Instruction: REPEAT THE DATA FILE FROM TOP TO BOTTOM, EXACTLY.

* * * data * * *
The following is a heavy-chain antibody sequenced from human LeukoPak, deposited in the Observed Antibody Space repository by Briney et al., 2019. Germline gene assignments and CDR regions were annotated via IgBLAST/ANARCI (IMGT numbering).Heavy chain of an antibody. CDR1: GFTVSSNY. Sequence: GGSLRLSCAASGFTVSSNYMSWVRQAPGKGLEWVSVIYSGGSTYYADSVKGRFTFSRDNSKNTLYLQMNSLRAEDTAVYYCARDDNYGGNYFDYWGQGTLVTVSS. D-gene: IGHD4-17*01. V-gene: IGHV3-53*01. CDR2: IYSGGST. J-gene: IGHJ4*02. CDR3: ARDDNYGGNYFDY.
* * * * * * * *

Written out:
The following is a heavy-chain antibody sequenced from human LeukoPak, deposited in the Observed Antibody Space repository by Briney et al., 2019. Germline gene assignments and CDR regions were annotated via IgBLAST/ANARCI (IMGT numbering).Heavy chain of an antibody. CDR1: GFTVSSNY. Sequence: GGSLRLSCAASGFTVSSNYMSWVRQAPGKGLEWVSVIYSGGSTYYADSVKGRFTFSRDNSKNTLYLQMNSLRAEDTAVYYCARDDNYGGNYFDYWGQGTLVTVSS. D-gene: IGHD4-17*01. V-gene: IGHV3-53*01. CDR2: IYSGGST. J-gene: IGHJ4*02. CDR3: ARDDNYGGNYFDY.